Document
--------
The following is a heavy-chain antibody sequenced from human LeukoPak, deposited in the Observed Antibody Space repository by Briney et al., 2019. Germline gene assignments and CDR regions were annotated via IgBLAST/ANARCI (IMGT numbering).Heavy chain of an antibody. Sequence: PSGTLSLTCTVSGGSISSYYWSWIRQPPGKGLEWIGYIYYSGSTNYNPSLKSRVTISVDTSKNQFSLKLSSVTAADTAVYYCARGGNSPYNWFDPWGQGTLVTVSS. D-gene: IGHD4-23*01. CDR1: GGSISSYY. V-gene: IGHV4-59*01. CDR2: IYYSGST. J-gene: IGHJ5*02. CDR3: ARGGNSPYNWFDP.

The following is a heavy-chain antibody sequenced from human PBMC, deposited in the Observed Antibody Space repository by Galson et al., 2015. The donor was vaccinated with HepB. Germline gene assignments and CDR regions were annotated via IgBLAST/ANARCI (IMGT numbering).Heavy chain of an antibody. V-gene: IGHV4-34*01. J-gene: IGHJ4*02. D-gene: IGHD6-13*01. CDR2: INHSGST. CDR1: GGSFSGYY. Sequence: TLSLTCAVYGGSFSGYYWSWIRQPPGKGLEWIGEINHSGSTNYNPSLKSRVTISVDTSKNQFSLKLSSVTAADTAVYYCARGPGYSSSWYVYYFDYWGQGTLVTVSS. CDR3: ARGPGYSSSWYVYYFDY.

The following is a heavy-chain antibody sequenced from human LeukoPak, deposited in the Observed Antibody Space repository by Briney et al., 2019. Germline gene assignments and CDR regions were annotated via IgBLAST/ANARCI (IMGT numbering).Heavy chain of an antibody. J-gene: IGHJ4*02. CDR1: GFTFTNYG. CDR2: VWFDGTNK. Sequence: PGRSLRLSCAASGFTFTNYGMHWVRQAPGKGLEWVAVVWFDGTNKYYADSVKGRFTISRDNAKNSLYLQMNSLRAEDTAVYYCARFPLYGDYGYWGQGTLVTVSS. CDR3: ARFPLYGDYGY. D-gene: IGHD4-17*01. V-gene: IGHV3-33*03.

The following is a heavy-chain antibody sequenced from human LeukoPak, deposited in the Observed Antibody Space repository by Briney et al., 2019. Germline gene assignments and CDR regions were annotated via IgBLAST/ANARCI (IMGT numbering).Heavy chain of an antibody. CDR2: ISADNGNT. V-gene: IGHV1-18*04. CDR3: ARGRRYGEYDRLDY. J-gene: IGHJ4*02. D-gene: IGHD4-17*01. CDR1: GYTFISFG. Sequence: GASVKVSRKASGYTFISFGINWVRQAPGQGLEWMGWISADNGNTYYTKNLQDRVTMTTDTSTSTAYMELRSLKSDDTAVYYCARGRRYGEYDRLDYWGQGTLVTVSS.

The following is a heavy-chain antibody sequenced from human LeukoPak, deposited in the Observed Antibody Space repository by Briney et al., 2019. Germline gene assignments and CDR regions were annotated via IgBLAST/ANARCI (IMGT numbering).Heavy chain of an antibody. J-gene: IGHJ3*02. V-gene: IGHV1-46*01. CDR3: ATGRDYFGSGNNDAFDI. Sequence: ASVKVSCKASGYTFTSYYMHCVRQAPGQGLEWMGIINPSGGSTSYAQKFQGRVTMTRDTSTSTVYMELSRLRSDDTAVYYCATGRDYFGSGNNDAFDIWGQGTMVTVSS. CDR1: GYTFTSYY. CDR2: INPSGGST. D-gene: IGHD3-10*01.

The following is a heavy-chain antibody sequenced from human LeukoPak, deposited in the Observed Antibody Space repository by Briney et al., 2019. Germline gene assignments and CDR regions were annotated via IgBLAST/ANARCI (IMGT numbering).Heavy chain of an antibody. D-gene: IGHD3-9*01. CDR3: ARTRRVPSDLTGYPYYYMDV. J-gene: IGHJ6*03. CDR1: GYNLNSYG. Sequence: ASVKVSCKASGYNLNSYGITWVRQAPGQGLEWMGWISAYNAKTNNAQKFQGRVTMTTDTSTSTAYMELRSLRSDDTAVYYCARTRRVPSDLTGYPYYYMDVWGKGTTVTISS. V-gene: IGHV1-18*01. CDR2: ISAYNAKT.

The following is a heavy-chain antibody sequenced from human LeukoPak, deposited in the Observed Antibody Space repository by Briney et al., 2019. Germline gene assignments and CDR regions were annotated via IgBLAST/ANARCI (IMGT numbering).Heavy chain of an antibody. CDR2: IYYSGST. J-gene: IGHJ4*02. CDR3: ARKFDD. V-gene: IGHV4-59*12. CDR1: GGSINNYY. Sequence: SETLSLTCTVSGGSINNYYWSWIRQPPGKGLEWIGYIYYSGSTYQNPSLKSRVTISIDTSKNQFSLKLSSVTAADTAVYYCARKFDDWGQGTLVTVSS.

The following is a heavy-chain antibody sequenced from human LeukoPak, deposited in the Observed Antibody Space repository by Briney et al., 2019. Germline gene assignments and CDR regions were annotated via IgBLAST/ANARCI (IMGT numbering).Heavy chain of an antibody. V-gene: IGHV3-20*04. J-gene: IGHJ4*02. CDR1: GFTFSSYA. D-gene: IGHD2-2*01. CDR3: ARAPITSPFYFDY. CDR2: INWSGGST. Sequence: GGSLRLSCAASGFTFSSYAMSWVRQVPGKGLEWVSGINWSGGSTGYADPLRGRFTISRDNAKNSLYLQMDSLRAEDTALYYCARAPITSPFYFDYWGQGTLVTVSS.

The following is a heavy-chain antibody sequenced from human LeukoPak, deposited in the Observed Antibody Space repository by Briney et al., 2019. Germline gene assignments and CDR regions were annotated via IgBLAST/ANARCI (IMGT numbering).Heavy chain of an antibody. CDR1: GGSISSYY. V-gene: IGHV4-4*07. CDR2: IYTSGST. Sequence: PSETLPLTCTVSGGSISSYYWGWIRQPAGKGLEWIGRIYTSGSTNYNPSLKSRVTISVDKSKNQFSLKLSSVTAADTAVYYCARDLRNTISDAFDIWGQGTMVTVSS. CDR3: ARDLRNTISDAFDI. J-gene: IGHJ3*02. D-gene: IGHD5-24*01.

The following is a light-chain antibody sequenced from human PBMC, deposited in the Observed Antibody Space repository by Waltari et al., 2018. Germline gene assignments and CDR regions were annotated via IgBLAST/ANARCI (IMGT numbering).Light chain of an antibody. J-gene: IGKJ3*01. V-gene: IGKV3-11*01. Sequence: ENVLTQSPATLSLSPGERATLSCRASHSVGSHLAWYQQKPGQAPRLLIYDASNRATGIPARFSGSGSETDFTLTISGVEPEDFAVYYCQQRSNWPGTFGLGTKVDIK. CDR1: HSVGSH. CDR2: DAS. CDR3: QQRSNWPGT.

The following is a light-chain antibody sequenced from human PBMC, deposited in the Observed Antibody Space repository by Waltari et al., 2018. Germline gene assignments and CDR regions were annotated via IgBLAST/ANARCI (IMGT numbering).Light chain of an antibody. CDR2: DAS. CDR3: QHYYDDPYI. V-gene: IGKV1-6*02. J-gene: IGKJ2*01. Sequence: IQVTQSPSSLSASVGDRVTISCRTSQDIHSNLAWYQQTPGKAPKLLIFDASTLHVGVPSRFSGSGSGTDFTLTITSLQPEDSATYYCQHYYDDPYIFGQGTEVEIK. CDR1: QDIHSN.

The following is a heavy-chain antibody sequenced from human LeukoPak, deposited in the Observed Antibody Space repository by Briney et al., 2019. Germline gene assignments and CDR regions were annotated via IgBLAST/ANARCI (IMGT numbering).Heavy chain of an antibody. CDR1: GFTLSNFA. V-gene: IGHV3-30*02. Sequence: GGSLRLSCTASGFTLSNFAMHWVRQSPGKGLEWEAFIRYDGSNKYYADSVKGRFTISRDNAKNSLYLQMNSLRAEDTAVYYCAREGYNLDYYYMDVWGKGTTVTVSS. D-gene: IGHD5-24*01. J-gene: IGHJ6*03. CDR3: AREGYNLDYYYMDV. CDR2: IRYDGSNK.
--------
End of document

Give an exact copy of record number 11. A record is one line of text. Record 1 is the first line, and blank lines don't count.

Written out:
The following is a light-chain antibody sequenced from human PBMC, deposited in the Observed Antibody Space repository by Waltari et al., 2018. Germline gene assignments and CDR regions were annotated via IgBLAST/ANARCI (IMGT numbering).Light chain of an antibody. CDR2: DAS. CDR3: QHYYDDPYI. V-gene: IGKV1-6*02. J-gene: IGKJ2*01. Sequence: IQVTQSPSSLSASVGDRVTISCRTSQDIHSNLAWYQQTPGKAPKLLIFDASTLHVGVPSRFSGSGSGTDFTLTITSLQPEDSATYYCQHYYDDPYIFGQGTEVEIK. CDR1: QDIHSN.